Lift Big, Lose Fat

Think the three big powerlifting exercises are only for getting strong and huge? Think again. Better yet, think lean.
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Big lifts = better body composition.

Big lifts = better body composition.

Big lifts aren’t just for massive gains in strength and size. Sure, the biggest, strongest individuals in the world build their training programs around squats, deadlifts and presses (bench and/or military), but these powerlifting moves are just as effective for shedding body fat. It’s all a matter of approach, really. The powerlifter typically stays within the one to five rep range, stopping short of muscle failure on most sets. One-rep max (1RM) strength, not getting shredded, is the priority.

Perhaps you don’t particularly care what your 1RM is on squats, deads or presses and are more concerned with being lean. Fair enough, but that doesn’t mean your exercise selection needs to change. The big lifts can still be your No. 1 ally, albeit with considerably higher rep counts than one to five. If you’ve ever lightened the weight on barbell squats and taken a set anywhere close to failure, you know the feeling: Your legs burn, your head hurts and you’re sucking wind afterward like you just ran an all-out 200-meter dash. That’s the feeling of change, of your body being well outside its comfort zone. Repeat this on a regular basis and you will lose body fat. You’ll probably build some muscle, too.

“The major benefit to a high-rep weightlifting approach is the human growth hormone (HGH) release that comes with this much intensity and load,” says Josh Elmore, a certified strength and conditioning coach and owner of Conjugate Consulting in Charlotte, N.C. (conjugateconsulting.com) “Produced by the pituitary gland, HGH has benefits that range beyond helping us grow. It’s hugely important to your body composition, especially burning fat, lean muscle growth and metabolizing sugar.”

News flash: CrossFit didn’t invent the big-lift/high-rep set. The concept goes back to at least the 1930s, when weightlifter Mark Berry first introduced his famed 20-rep “deep knee bend” (squat) program: a routine centered around one all-out extended set of squats that to this day is still revered and practiced by reputable strength coaches around the world. In the section below, Elmore provides specific guidelines for implementing the 20-rep model into your program on virtually any big lift of your choosing.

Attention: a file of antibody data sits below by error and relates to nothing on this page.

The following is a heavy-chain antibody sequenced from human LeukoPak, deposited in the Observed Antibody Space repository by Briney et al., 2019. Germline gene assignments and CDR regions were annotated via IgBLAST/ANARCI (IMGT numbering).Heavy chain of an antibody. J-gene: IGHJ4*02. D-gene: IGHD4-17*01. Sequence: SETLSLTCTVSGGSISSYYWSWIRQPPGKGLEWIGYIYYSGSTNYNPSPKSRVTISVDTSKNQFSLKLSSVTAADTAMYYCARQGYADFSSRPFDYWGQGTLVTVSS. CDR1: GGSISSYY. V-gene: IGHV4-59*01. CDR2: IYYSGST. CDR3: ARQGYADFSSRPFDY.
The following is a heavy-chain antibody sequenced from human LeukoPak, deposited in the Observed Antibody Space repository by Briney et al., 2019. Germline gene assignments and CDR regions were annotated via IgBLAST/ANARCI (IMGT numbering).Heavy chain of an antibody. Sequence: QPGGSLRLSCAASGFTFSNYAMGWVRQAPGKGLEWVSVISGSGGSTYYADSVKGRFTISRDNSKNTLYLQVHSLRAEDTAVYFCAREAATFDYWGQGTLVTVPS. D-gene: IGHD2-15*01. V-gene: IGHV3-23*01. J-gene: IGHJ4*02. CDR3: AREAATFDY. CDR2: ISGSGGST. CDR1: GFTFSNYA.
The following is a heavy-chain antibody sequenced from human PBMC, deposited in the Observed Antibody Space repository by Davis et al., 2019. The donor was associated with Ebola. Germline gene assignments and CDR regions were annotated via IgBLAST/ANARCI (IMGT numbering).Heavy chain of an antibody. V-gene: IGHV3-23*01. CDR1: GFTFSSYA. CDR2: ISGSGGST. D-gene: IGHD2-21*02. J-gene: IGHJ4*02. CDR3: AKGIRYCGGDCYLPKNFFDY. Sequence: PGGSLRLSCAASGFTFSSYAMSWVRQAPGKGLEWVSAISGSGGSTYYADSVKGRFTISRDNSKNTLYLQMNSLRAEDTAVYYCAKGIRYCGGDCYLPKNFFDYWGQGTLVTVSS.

“At the end of the day, working high-rep weightlifting into your training program can help you get stronger, increase your conditioning and burn more fat,” says Elmore. “Couple that with a dietary intake that supports muscle growth and prevents fat accumulation, and you’ll ramp up your fat burning in no time.”

20 Reps To Shredded

Duration: Perform the high-rep program either three times per week for six weeks or twice a week for eight weeks.

Exercise Selection: Use the 20-rep scheme on one of the three big lifts (squat, deadlift, bench press or military press) at a time, although advanced athletes can implement it on two or three lifts concurrently.

Weight Selection: The premise here is not to use a light weight and bang out 20 tough reps; rather, it’s to pick a moderately heavy weight and do 20 quality reps in the span of about three minutes. Select your training load for each exercise in one of two ways: 1) simply use your 10-rep max, or 2) figure out how long you’re going to do the program and subtract 5 pounds for every training session from your five-rep max. For example, if your 5RM is 350 pounds and you’re going to train three times a week for six weeks (18 total sessions), use 260 pounds for the 20-rep set.

Execution: Elmore recommends doing one rep at a time and resting briefly between each without re-racking the bar rather than stringing together multiple reps, resting for a longer period, doing another few reps and so on until 20 reps are completed. “Slow and steady wins the 20-rep race,” he says. “I’ll hit a rep, take a few breaths, then get set and hit another. I’ll try to keep this same pace for the whole set. I don’t think banging out a few reps and then taking a longer rest is as effective. A 20-rep max should take about three minutes. Take your time and focus on your breathing between reps.”

Volume: Complete only one 20-rep max set per exercise on two to three nonconsecutive days a week. Take your time warming up and give that single set everything you have.

Other Lifts: After performing your 20-rep max set, proceed with the rest of your regularly planned exercises for that training session, being mindful to moderate total volume and intensity as needed to prevent overtraining.